Native and non-native speakers often worry about the use of correct grammar. This video explains how to shift the focus to the content of the message.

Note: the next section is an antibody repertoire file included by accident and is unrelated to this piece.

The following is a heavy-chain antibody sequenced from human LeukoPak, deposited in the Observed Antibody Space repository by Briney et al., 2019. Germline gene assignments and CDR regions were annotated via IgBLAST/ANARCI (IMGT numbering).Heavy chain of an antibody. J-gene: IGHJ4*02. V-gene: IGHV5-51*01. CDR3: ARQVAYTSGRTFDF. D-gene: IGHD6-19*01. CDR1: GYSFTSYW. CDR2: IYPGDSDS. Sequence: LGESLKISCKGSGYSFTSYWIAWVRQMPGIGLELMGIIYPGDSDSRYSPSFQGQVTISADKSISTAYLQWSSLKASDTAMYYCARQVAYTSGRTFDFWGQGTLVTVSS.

- Non-native English speakers are often afraid of speaking English because they don't want to make mistakes. Some native English speakers make the situation worse by correcting every mistake. But what if we focused on the message instead? It's hard to admit, but as a non-native English speaker, you may be judged based on your level of English. This doesn't mean that you should only speak if you use perfect grammar and have a perfect accent. I would recommend apologizing immediately, saying I'm sorry for my English, it's not very good, so that expectations are lower. And then do your best to speak with correct grammar and a good accent. But focus on the message you want to communicate, and don't be afraid of speaking. Now tips for native English speakers: one, as best as you can, try to focus on the message and set judgments aside when talking to a non-native English speaker. It's natural to make assumptions when talking to someone about their culture, their character, their qualifications for a job and so on. But practice suspending the judgment for a minute and focus on what the person is saying, and not on the grammar they are using. Two, don't correct every mistake if it doesn't affect the comprehension of the message. A good idea is rather to repeat the sentence using correct grammar to model it for the other person. So someone says I not know the manager, you could say oh, you don't know the manager? Three, you can use intonation to indicate the mood and purpose of the sentence you're about to say. If we're scheduling our next meeting and you suggest we meet on Friday, I could say Friday or mm, Friday? That different intonation alone could communicate very different meanings. Also be as specific as you can when asking questions. Don't take anything for granted. I was a park in San Francisco with my American boyfriend and some friends of his. When someone asked me so you're here for, my answer was him. I only then realized, since everybody was laughing, that they were asking how long I was there for. How embarrassing. But even a full question such as how long have you been here for asked at the corporate event isn't clear. What's here? In the U.S., in this town, in this company, in this branch or office? Whenever you ask a question, be very obvious and specific. Similarly, the last time I arrived at the airport in the U.S. and I was going through Customs, the agent asked me how my flight was. And I said quite good but tiring, you know. And he added food? To which I replied oh yes, I had two meals on the flight. But he was asking whether I had food in my suitcase. Again, always ask full, very obvious questions. The purpose of communication is to send and receive messages, and we should make every effort in that direction. By focusing on sending clear messages and what the other person is trying to say, we're helping each other in the process.
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